Say Goodbye To Bar Codes
And Hello To RFID
Big Brother Technology Getting A Little Too Real

By Jeremy Rogalski
11 News - Houston

HOUSTON -- Could a wave of the future wash away your personal privacy? New technology is raising old fears and you need to know how you might be, in essence, tracked for years.
Wouldn't it be nice if the next time you went grocery shopping you didn't have to wait in the checkout line?
"So I take it off the shelf, I put it in the cart," explains University of Houston professor, Dennis Adams. "And I walk out."
How? Everything would just be scanned all at once and totaled.
Say goodbye to the bar code and hello to Radio Frequency Identification, RFID for short.
RFID consists of tiny chips that in a way can talk. It's a means of information exchange between two devices by using radio waves. You may have already used it yourself to get into the office or to get through the E-Z tag lanes on the toll road.
Businesses see it as a major money saver. "In a typical medium-size refinery they would find savings of about $1.5 million to $2 million per year," says Don Frieden with SAT Corporation.
Houston-based SAT Corporation uses it to streamline inspections of petro-chemical equipment. RFID tags are read by a handheld computer, which sends inspection data to a central network all in real time.
It's much different than in the past. "They would use just a clipboard and piece of paper," says Frieden.
The Port of Houston tracks containers with RFID to spot contraband and curb terrorism. And airlines are outfitting luggage tags to minimize lost baggage.
From the Michelin Man putting chips in his tires to marathon runners wearing RFID-labeled shoelaces, the possibilities are endless.
Right now Frito Lay is working on embedding an RF chip into the paint of a bag of chips with the metallic packing serving as a huge antenna. And that can store your personal information long after the bag is thrown away.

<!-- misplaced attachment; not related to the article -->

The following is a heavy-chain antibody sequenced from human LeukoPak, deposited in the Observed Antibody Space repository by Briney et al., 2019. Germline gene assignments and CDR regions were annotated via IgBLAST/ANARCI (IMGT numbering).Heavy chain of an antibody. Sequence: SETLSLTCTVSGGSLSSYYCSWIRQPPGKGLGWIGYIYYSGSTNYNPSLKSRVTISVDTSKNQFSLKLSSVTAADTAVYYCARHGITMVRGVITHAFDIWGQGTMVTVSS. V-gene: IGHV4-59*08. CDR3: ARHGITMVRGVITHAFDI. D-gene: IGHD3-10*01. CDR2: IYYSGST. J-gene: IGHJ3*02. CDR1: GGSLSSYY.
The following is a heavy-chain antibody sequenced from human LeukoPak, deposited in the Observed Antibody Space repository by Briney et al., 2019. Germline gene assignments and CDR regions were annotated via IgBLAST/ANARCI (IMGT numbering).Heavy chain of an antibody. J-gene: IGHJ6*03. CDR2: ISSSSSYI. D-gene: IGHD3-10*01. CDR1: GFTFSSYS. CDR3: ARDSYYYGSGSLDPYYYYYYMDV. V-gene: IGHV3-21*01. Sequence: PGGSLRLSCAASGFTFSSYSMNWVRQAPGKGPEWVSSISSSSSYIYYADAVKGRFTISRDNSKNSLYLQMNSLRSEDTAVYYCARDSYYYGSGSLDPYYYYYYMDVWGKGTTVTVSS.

With all the wizardry comes a warning. "The scary part of the use of that tag is it exists after we buy the product," says Adams.
So the sweater you buy at the store to the shoes you walk out with to the car you drive away could all be traced specifically to you just with that tiny chip inside.
"I think potentially," says Adams. "This could be a Big Brother problem."
Orwellian concerns over privacy may no longer be just Hollywood hype. The future may soon be staring us in the face.
Dennis Adams covers the social impact issues with graduate students at the University of Houston's Bauer College of Business.
"The more information they find out about me, the more Spam, the more e-mail, the more direct marketing I'm going to get," says one UH student. "It's just going to be a big irritant."
"Anything can be tapped into," adds another student. "Anyone can be listening in."
"You know, I won't have any privacy," says a third.
It's not a question of if, but when the technology will pervade our everyday lives. "If we abandon our rights and don't voice our concerns someone is going to use this information either for us or against us," says Adams.
When you consider companies, such as VeriChip, are already implanting chips into people, for example to track a person's medical history, the ethical concerns, many say, can't afford to be ignored.
Privacy concerns have prompted some companies to slow down development. Wal-Mart for example chose not to tryout RFID on store shelves for now -- only in its warehouses to manage inventory.




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